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Waxman On House, Senate Health Care Bills

MICHELE NORRIS, host:

From NPR News, this is ALL THINGS CONSIDERED. I'm Michele Norris.

ROBERT SIEGEL, host:

And I'm Robert Siegel.

On Capitol Hill today, Senate Democrats begin the process of coming up with one compromise health care bill. A small group of senators are meeting behind closed doors to try to merge the bill approved yesterday by the Senate Finance Committee with the one passed by the Health Committee earlier this year. A big difference between the two - the Finance Committee's bill has no public option, the Health Committee's bill does. More on what's going to happen in the Senate in a moment, but first, the House also has several health care bills that it needs to merge.

Democrat Henry Waxman of California is a lead author of one of them and he joins us now from Capitol Hill. Welcome to the program.

Representative HENRY WAXMAN (Democrat, California): Thank you. Pleased to be with you.

SIEGEL: First, what do you think of the Senate Finance Committee bill that was approved yesterday?

Rep. WAXMAN: I was delighted that they were able to vote the bill out. We've got to work out our differences with the House and the Senate into one bill to send to the president for his signature.

SIEGEL: Big differences over the public option and the compromise that's been proposed by Maine Senator Olympia Snowe, the lone Republican so far to have voted for one of these bills, is that a public option might kick in after a set amount of time, a trigger if private insurers don't live up to their end of the deal. Is that acceptable to you?

Rep. WAXMAN: Well, in the House we stand strongly behind a public option from the very beginning. I think the House will have a clear public option as a choice and we would encourage the Senate to come along with us.

SIEGEL: Here's something the health insurance industry is saying. They're saying that for them to do away with such things as caps on benefits or higher premiums when you get sick or no insurance for people with pre-existing conditions - to do all that they need to see everybody in the insurance pool. And that means there has to be a big penalty for not having insurance. How much should, say, a healthy 30-year-old who makes $40,000 a year be penalized if she does not have health insurance?

Rep. WAXMAN: We want to get everybody health coverage. We think that there's a responsibility for people to have insurance. I must say that the insurance companies are crying a little too loudly for my comfort, because they're going to make a lot of money out of this legislation. A lot more people are going to be covered, paying premiums. The idea is to spread the risk to a large pool of the population who won't be using health care services at any particular time, but it will be there when they need it.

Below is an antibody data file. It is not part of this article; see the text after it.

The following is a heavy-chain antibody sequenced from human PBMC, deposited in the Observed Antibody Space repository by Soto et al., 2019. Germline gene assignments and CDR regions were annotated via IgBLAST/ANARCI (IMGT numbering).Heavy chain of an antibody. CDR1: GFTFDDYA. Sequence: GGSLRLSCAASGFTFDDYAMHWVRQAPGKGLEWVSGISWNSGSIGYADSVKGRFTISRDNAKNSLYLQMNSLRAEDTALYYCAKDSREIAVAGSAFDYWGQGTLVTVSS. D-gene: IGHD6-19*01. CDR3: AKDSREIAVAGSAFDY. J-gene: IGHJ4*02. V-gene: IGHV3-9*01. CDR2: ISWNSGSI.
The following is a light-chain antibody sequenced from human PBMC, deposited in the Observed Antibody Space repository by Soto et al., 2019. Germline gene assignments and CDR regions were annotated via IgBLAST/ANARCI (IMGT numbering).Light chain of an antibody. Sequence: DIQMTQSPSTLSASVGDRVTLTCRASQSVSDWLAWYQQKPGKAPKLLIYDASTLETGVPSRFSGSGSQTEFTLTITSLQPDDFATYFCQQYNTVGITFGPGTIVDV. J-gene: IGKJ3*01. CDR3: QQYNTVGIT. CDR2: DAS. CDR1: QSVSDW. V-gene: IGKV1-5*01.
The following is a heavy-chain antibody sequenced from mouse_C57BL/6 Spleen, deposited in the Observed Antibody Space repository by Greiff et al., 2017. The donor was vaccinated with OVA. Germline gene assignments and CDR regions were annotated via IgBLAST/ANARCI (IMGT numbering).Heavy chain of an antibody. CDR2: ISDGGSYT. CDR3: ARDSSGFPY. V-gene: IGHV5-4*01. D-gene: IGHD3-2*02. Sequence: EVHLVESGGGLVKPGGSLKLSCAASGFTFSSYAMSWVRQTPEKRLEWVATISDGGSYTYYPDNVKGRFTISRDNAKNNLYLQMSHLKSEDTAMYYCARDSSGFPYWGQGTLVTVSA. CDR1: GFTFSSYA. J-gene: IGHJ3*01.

SIEGEL: But if those people, so far, those, say, young healthies have decided so far that they should risk going without health insurance, wouldn't they make the same decision unless the consequences of making that decision were very negative, that is, the penalty they'd have to pay?

Rep. WAXMAN: Well, I think we need to really push them hard to get insurance, but I'm not...

SIEGEL: But, what does that mean to push them hard?

Rep. WAXMAN: Well, I think we've got to, first of all, make it available to them. We've got to make sure that the cost of insurance is reasonable for the budget of people who are going to be required to buy it. I think it's a reasonable requirement that we all take responsibility, including young people, for coverage.

SIEGEL: On prescription drugs, do you feel that Congress should get more out of the industry than the Senate Finance bill proposes? And can the Congress get any more than what President Obama negotiated with the drug companies?

Rep. WAXMAN: I do believe we ought to get more money from the pharmaceutical companies. I think we have a strong case to make and the agreement didn't bind us and a law has to be passed by both the Senate, the House, with the support of the president.

SIEGEL: In your book, in which you wrote about your career in Congress, you pointed out that the most important thing is to get a bill. And there are lots of complaints that people make about the bill and there are things that you will have been in favor of that you ultimately cannot get, either in your own House or in conference, but in the end you have to have a bill. Is it fair to say that just about everything you've said here today might have to be sacrificed in order to get a bill?

Rep. WAXMAN: I don't look at it that way. We're going to make our arguments and try to get the best we can and then we'll see if it's worthwhile at the end of the day to go forward. I think it will be. But we're not giving in on some of these important issues at this point and maybe we won't at all.

SIEGEL: And when you say at the end of the day, roughly what date are you thinking of as the end of the day of this process?

(Soundbite of laughter)

Rep. WAXMAN: The end of the day will be before the end of the year when we get to a final health bill that the president will sign and we will look back on some day and say, why did it take so long for our country to have affordable good quality health care for everyone?

SIEGEL: Congressman Waxman, thank you very much for talking with us.

Rep. WAXMAN: Thank you.

SIEGEL: That's Democrat Henry Waxman of California, the chairman of the House Energy and Commerce Committee with his take on where things stand in the House. Transcript provided by NPR, Copyright NPR.

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